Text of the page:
Pro-Trump campaigners open field office in Jewish settlement
Republican activists in Israel are ramping up a multi-city effort to get out the vote for Donald Trump, with a special focus on expatriates living in Israeli settlements in the occupied West Bank.
The Israeli chapter of Republicans Overseas kicked off the settlement push on Monday in a home in the town of Ginot Shomron, where an 80-year-old rabbi from Illinois will host a voter registration drive in his living room.
The group, a locally funded nonprofit, has no formal ties to the Trump campaign or the Republican National Committee — though it says it has coordinated with the Trump campaign. It has already opened field offices in three Israeli cities, including Jerusalem and Tel Aviv. A fourth office is planned for the Israeli settlement of Efrat.
“This is a party that has become extremely Zionist,’’ said Abe Katsman, a leader of Republicans Overseas, speaking to reporters in the rabbi’s home. Behind him were bookshelves of Jewish religious texts, and a poster in Hebrew bearing the phrase “Trump — the Israeli interest.”
Within the next few weeks, the voter registration effort will move on from Ginot Shomron to other small settlements in the northern West Bank.
American Jewish voters in presidential elections have historically given between 70% to 80% support to Democrats. But Republican activists say that Americans residing in Israel fall the opposite way, after years of clashes between President Obama and Israeli Prime Minister Benjamin Netanyahu over the Palestinian peace process and Iran. Democratic Party activists in Israel dispute that characterization, saying there’s never been an authoritative political poll of Americans in Israel.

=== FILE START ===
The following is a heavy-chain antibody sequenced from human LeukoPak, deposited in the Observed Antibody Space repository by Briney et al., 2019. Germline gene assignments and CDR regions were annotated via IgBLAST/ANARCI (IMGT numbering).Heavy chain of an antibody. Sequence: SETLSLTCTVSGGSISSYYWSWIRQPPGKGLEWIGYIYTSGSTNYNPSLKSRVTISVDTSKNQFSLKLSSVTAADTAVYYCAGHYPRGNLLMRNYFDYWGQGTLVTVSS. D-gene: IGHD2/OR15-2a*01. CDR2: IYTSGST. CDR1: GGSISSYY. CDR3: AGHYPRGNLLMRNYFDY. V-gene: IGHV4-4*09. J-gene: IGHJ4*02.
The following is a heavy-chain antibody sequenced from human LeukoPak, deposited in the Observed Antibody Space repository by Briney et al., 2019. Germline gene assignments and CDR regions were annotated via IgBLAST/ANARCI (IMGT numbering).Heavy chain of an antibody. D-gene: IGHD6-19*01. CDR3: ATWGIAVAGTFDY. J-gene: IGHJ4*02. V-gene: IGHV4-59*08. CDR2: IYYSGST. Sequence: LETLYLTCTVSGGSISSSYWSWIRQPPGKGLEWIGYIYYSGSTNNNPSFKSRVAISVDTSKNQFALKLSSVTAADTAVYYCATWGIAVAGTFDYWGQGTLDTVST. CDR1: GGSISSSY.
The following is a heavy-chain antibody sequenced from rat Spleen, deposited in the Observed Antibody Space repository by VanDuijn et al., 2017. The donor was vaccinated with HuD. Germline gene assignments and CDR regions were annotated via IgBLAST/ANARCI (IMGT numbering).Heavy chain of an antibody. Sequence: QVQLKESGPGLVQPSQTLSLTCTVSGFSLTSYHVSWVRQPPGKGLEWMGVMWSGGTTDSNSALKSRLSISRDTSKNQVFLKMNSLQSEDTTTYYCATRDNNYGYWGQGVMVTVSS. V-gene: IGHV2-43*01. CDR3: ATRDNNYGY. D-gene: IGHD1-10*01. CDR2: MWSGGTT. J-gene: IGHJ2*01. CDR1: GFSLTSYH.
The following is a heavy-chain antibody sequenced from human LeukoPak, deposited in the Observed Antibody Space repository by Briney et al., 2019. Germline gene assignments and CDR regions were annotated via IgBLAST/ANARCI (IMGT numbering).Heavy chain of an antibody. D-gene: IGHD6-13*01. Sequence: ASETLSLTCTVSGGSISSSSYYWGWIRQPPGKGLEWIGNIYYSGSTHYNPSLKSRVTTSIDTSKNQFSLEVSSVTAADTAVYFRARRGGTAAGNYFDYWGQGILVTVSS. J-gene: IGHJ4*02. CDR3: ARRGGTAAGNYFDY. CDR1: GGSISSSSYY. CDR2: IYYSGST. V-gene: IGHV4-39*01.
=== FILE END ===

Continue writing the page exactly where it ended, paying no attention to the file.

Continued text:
The Republican Party platform this year moved to the right on Israel, dropping mention of the creation of a Palestinian state and condemning what it described as “the false notion” that Israel is an occupying power in the West Bank. Republicans Overseas activists also say that Trump believes the U.S. should not criticize Israel for settlement construction like officials in the current administration have done.
To help boost turnout for Trump, the group has enlisted Israeli campaign operative Tzvika Brot, a member of Netanyahu’s parliamentary campaign team in 2013. Netanyahu last year offered Brot a job as his chief of communications, which he turned down.
The pro-Trump effort has more than 100 volunteers who will work the phones, pass out fliers, target voters through social media and advise Americans on voter registration, Brot said. He estimated that as many as one-fourth of U.S. expatriates in Israel reside in the settlements.
There are no official figures on the number of American citizens living in Israel; political activists place the number between 150,000 and 300,000. While that’s a relatively small group of voters, they could make a crucial difference in the event of a close election.
“We are working under the assumption that it’s going to be a close election, and we can make a huge difference,’’ said Katsman. “Our party is watching to see whether Israelis turn out.’’
But finding absentee voters from swing states will be a key challenge for the Israeli Trump supporters. Only 16% of the American Jewish population lived in the battleground states of Florida, Ohio and Pennsylvania in 2012, according to a study published by the American Jewish Yearbook. About 60% of American Jews lived in New York, California, New Jersey, Illinois, Massachusetts and Maryland — states expected to back Democratic candidate Hillary Clinton by safe margins.
Mitnick is a special correspondent.
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